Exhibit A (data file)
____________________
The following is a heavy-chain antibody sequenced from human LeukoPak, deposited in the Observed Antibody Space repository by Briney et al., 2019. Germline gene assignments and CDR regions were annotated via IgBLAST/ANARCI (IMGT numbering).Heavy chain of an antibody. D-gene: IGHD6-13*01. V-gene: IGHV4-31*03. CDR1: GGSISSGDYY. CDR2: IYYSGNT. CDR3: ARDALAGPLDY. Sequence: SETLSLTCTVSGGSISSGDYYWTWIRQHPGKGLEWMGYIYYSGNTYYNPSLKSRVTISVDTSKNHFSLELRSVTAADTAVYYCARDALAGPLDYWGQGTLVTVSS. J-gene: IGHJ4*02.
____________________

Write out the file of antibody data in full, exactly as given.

The following is a heavy-chain antibody sequenced from human LeukoPak, deposited in the Observed Antibody Space repository by Briney et al., 2019. Germline gene assignments and CDR regions were annotated via IgBLAST/ANARCI (IMGT numbering).Heavy chain of an antibody. D-gene: IGHD6-13*01. V-gene: IGHV4-31*03. CDR1: GGSISSGDYY. CDR2: IYYSGNT. CDR3: ARDALAGPLDY. Sequence: SETLSLTCTVSGGSISSGDYYWTWIRQHPGKGLEWMGYIYYSGNTYYNPSLKSRVTISVDTSKNHFSLELRSVTAADTAVYYCARDALAGPLDYWGQGTLVTVSS. J-gene: IGHJ4*02.